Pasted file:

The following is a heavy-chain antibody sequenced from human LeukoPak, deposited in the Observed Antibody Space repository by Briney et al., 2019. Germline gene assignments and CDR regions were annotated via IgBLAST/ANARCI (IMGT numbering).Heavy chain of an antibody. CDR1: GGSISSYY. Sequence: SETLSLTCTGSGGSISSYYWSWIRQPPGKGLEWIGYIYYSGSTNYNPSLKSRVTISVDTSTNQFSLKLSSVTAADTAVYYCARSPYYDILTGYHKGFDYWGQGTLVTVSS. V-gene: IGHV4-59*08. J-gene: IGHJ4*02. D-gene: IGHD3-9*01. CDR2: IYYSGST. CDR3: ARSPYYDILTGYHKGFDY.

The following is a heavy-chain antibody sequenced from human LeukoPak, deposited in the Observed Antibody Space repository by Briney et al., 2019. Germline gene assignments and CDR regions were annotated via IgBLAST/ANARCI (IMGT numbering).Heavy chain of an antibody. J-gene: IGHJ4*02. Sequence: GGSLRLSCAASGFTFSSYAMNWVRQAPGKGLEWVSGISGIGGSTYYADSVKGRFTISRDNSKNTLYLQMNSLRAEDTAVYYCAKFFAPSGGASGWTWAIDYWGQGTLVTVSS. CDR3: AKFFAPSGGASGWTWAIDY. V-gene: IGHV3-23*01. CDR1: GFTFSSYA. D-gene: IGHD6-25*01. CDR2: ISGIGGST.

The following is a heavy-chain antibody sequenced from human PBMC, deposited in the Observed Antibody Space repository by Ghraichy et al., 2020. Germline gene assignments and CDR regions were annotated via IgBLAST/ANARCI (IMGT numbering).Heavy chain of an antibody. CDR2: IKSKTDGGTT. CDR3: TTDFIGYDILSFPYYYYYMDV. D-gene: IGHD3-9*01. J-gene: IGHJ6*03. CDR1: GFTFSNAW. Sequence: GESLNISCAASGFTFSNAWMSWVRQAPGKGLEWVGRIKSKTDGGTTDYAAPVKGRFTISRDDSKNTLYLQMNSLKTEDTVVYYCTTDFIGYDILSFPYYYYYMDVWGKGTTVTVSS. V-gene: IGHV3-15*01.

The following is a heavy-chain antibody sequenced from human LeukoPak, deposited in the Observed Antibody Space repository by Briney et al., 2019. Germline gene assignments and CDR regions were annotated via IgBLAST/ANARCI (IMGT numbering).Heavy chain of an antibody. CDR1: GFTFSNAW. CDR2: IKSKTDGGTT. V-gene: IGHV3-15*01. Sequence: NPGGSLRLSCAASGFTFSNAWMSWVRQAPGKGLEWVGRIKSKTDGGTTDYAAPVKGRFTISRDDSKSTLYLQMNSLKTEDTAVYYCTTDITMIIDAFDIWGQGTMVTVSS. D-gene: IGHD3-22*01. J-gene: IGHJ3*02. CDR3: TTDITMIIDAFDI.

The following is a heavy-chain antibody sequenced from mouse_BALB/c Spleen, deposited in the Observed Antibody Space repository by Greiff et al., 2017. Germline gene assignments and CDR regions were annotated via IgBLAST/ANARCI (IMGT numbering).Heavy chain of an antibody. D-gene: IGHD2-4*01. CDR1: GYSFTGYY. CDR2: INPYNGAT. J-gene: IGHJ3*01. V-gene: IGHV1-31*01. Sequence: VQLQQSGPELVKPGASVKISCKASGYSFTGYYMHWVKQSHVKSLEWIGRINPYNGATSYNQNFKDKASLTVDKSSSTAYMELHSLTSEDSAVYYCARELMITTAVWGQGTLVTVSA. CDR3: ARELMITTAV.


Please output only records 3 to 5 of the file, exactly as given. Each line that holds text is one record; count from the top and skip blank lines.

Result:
The following is a heavy-chain antibody sequenced from human PBMC, deposited in the Observed Antibody Space repository by Ghraichy et al., 2020. Germline gene assignments and CDR regions were annotated via IgBLAST/ANARCI (IMGT numbering).Heavy chain of an antibody. CDR2: IKSKTDGGTT. CDR3: TTDFIGYDILSFPYYYYYMDV. D-gene: IGHD3-9*01. J-gene: IGHJ6*03. CDR1: GFTFSNAW. Sequence: GESLNISCAASGFTFSNAWMSWVRQAPGKGLEWVGRIKSKTDGGTTDYAAPVKGRFTISRDDSKNTLYLQMNSLKTEDTVVYYCTTDFIGYDILSFPYYYYYMDVWGKGTTVTVSS. V-gene: IGHV3-15*01.

The following is a heavy-chain antibody sequenced from human LeukoPak, deposited in the Observed Antibody Space repository by Briney et al., 2019. Germline gene assignments and CDR regions were annotated via IgBLAST/ANARCI (IMGT numbering).Heavy chain of an antibody. CDR1: GFTFSNAW. CDR2: IKSKTDGGTT. V-gene: IGHV3-15*01. Sequence: NPGGSLRLSCAASGFTFSNAWMSWVRQAPGKGLEWVGRIKSKTDGGTTDYAAPVKGRFTISRDDSKSTLYLQMNSLKTEDTAVYYCTTDITMIIDAFDIWGQGTMVTVSS. D-gene: IGHD3-22*01. J-gene: IGHJ3*02. CDR3: TTDITMIIDAFDI.

The following is a heavy-chain antibody sequenced from mouse_BALB/c Spleen, deposited in the Observed Antibody Space repository by Greiff et al., 2017. Germline gene assignments and CDR regions were annotated via IgBLAST/ANARCI (IMGT numbering).Heavy chain of an antibody. D-gene: IGHD2-4*01. CDR1: GYSFTGYY. CDR2: INPYNGAT. J-gene: IGHJ3*01. V-gene: IGHV1-31*01. Sequence: VQLQQSGPELVKPGASVKISCKASGYSFTGYYMHWVKQSHVKSLEWIGRINPYNGATSYNQNFKDKASLTVDKSSSTAYMELHSLTSEDSAVYYCARELMITTAVWGQGTLVTVSA. CDR3: ARELMITTAV.